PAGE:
The extremely positive image that Taiwanese have of Europe surprises me again and again. It might nowadays even be better than the one they had of the United States when I first came to Taiwan in 1988.
Over the last 30 years many locals have travelled, many more than once, to the Old Continent, often to admire its countless examples of beautiful architecture, accumulated over many centuries.
Prague, with its skeletons in the closet, and Paris, where only a few years ago it took me 20 minutes to find a clean toilet at one of the airports, are very popular tourist destinations among Taiwanese.
In part it’s understandable, as in Chinese culture there isn’t such a strong attachment to old buildings as in the West, which resulted in many being lost forever, like the former headquarters of the Japanese Red Cross in Taiwan, torn down in 1994.
Cities like Changhua, Chiayi and Keelung, for example, have almost no historical charm and this has been confirmed to me by its residents, both locals and foreigners.
On the contrary, even after World War II, which ravaged Germany in particular, and the architectonical crimes committed during reconstruction and even in untouched places like Sweden, there’s a lot left to see.
Besides that, after the Iron Curtain fell in 1989, some European countries like the Czech Republic, Hungary, Latvia, Poland, Slovakia, and more recently Lithuania have developed close ties with good old Formosa.
Taiwan offers many scholarships for young people from these nations, not only to learn Mandarin on the island, but also to pursue higher education in English if desired.
At the same time, despite all the European Union´s unanimous solidarity with Ukraine, Taiwanese seem to be unaware of the new rift that has opened in the heart of Europe, almost a reminder of the Cold War.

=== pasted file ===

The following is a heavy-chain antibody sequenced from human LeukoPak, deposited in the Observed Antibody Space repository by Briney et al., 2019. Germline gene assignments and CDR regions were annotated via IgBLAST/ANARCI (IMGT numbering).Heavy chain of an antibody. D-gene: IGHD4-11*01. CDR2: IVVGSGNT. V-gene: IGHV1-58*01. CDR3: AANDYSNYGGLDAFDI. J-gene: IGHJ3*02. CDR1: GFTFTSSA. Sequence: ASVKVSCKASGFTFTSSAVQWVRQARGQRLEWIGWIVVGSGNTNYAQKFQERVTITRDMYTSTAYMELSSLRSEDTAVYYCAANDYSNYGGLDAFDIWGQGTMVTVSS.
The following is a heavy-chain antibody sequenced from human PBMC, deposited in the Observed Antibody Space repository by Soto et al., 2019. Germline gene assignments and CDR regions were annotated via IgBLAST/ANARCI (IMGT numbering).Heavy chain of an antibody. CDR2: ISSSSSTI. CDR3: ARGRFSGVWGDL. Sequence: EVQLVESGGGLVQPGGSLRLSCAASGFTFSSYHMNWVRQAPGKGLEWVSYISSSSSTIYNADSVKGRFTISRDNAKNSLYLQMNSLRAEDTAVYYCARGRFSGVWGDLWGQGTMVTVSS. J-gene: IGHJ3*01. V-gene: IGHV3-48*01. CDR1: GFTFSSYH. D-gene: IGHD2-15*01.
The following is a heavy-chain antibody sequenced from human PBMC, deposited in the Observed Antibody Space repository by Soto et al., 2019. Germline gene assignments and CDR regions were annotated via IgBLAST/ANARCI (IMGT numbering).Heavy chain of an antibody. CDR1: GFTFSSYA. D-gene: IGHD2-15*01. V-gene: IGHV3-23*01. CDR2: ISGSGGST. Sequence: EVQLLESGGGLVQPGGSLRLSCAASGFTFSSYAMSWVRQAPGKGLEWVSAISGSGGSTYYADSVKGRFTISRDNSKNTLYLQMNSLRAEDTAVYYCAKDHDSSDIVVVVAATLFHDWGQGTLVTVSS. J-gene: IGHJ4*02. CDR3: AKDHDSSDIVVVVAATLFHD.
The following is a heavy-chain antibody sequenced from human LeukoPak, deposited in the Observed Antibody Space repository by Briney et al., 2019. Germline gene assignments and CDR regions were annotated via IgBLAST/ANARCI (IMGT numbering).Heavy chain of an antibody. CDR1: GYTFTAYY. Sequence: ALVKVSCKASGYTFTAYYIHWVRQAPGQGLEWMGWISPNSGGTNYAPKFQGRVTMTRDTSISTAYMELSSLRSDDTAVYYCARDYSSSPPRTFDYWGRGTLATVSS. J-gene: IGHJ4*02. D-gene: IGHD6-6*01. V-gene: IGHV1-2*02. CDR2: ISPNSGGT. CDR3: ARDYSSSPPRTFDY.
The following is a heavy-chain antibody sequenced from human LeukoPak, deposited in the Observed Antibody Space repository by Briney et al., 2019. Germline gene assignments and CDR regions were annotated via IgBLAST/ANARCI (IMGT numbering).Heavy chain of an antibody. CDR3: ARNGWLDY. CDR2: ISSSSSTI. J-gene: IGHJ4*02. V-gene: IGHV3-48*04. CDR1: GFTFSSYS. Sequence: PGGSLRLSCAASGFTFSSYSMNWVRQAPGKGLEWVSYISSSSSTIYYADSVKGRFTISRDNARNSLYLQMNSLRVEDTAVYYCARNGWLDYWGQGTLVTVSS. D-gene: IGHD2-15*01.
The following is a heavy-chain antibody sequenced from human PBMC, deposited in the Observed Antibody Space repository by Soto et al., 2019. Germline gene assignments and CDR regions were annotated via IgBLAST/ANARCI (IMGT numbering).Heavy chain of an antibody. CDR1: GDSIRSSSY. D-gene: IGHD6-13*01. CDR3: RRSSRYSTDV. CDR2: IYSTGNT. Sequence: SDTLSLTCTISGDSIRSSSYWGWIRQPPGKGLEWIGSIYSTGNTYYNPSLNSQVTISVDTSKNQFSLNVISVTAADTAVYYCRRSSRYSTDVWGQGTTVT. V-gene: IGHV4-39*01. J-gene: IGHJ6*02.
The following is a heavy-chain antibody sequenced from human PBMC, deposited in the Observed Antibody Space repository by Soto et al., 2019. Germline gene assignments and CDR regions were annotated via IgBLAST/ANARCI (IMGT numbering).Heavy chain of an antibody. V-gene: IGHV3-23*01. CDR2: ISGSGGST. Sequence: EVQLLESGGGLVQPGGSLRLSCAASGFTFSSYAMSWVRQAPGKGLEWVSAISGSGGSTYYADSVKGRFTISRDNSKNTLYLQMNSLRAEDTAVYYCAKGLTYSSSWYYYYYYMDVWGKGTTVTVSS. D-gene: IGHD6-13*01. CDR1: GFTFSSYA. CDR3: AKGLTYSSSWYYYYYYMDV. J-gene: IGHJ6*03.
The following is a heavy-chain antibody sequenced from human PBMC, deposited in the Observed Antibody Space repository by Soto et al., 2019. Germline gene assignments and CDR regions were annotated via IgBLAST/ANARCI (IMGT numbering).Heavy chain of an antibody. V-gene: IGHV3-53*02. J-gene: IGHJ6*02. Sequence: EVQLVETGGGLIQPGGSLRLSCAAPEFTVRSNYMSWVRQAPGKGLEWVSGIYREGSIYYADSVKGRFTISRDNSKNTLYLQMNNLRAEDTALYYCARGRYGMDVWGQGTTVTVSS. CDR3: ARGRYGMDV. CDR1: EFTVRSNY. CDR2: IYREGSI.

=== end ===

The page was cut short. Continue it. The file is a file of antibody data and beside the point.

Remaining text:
While the Eastern part is eager to protect its cultural heritage, its Western counterpart seems to basically have given up on that purpose, which is evident to anybody who has recently walked through Berlin, London and the abovementioned capital of France.
Many Taiwanese continuously praise the European welfare states, seeing it as a model for their own society, though aren’t aware of the enormous price tag it comes with.
Astronomic tax burdens and outrageously high prices for electricity, gas and water, an inefficient bureaucracy as well as the total discouragement of any personal incentives to make a living are extremely heavy burdens.
Although the promotion of utterly useless, if not outright harmful ideas like gender ideology and, hand in hand, the sexual indoctrination of children, is also a problem in Taiwan, it’s far more advanced in the West.
A growing army of parasites living on the cost of others, including those alien invaders attracted by such an environment like bees to honey, is actually something almost unconceivable for most Asians.
As I mentioned to ecstatic residents from the former Communist German Democratic Republic (GDR) after the Berlin Wall finally came down in November 1989, you can’t travel to Singapore and pay a rent of just 25 US dollars per month at the same time. That’s called cherry-picking!
Therefore, Taiwanese should take a closer look at the continent that I left twice. Europe’s multiple problems are very evident to all those who want to see them and no stunning view of a medieval castle can change that.